The Bears passed on re-signing safety Ha Ha Clinton-Dix in part because they believe in Deon Bush.
For now, anyway.
“Ha Ha was a good signing for us last year,” general manager Ryan Pace said Tuesday in a teleconference with beat reporters before the start of the NFL Draft on Thursday. “He did a good job, and I think he got rewarded from Dallas [a one-year, $4 million deal].
“Part of that decision is how we feel about a guy like Deon Bush. We feel good about . . . DHC [DeAndre Houston-Carson] . . . [Jordan] Lucas. And then there’s also the talent of Eddie Jackson boosting that whole position group. We feel good about the young players we have, and getting Deon re-signed was important to us.”
That faith likely will not preclude Pace from upgrading the position in the second round of the draft if the opportunity presents itself.
Unlike a year ago when Pace was focused on a running back, he has options this year. He can live with Bush or draft an upgrade.
In fact, Pace has the same option at every other position of need, where he is replacing a 2019 Week 1 starter (or presumed starter) — cornerback (Prince Amukamara), guard (Kyle Long), tight end (Trey Burton) and wide receiver (Taylor Gabriel).
Here’s a look at where he stands on those positions heading into the draft:
Kevin Toliver, a highly regarded undrafted free agent from LSU in 2018, is first in line to replace Amukamara after sharing snaps at that position when Amukamara was injured. The Bears also signed CFL veteran Tre Roberson and former Steeler Artie Burns.
“We’re excited about Toliver,” Pace said. “We added Artie Burns. We have some young guys we’re excited about developing.”
But . . .
“For me, it’s no different than pass rusher — you cannot have enough of those guys.”
Veteran Jimmy Graham is the replacement for Burton, but Pace still is seeking a long-term solution at a key position in coach Matt Nagy’s offense — even with nine tight ends on the roster.
“The one silver lining last year . . . is we did accumulate some guys who are interesting to us,” Pace said. “I think the [additions] of Jimmy Graham and Demetrius Harris help fortify that group a bit.”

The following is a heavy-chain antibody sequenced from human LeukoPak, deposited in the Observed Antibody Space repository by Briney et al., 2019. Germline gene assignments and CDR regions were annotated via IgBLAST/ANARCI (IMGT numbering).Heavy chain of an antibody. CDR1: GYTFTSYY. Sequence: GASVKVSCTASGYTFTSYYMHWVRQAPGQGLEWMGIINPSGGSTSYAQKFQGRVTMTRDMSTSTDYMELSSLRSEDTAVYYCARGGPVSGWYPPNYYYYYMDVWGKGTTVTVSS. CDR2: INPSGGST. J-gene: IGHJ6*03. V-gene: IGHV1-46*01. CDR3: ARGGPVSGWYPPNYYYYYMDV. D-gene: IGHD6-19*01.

But . . .
“But it’s a good tight end draft, so if there are guys there that we like, we’d consider it.”
The Bears have more starting experience at this position than any of the others, with free-agent signee Germain Ifedi, a four-year starter with the Seahawks, and Rashaad Coward, who started 10 games after Long went on injured reserve. But an upgrade figures to be available — six second-round picks in the last two drafts became rookie starters.
“We really like where Coward’s heading — we’re really optimistic about that,” Pace said. “And getting Ifedi . . . [offensive line coach] Juan Castillo’s very high on him.”
But . . .
“But, to be honest, I think you’re mindful, too, that Ifedi’s a one-year deal, Rashaad a work in progress we feel good about. I think you’re always looking to bolster the offensive line . . . and it is a strong group. But then you could need tackle, as well. Those are all positions we could definitely consider.”
Though Gabriel was a complementary receiver behind Allen Robinson, losing his speed leaves a particular void in Nagy’s offense — or any offense. Do the Bears need to fill that role?
“We like the depth of our receiving room,” Pace said. “Drafting [Riley] Ridley last year helped. Getting CP [Cordarrelle Patterson] more involved, I think that’s big for us. There’s some young guys that need to step up. We’ve got some young guys there that I think are developing really well. Getting Anthony Miller healthy and obviously A-Rob’s talent . . . we like the room. That helped a little bit with the decision to release Taylor.”
But . . .
There was no “but” — so count on the Bears looking for a speed receiver in the draft as soon as they can get one.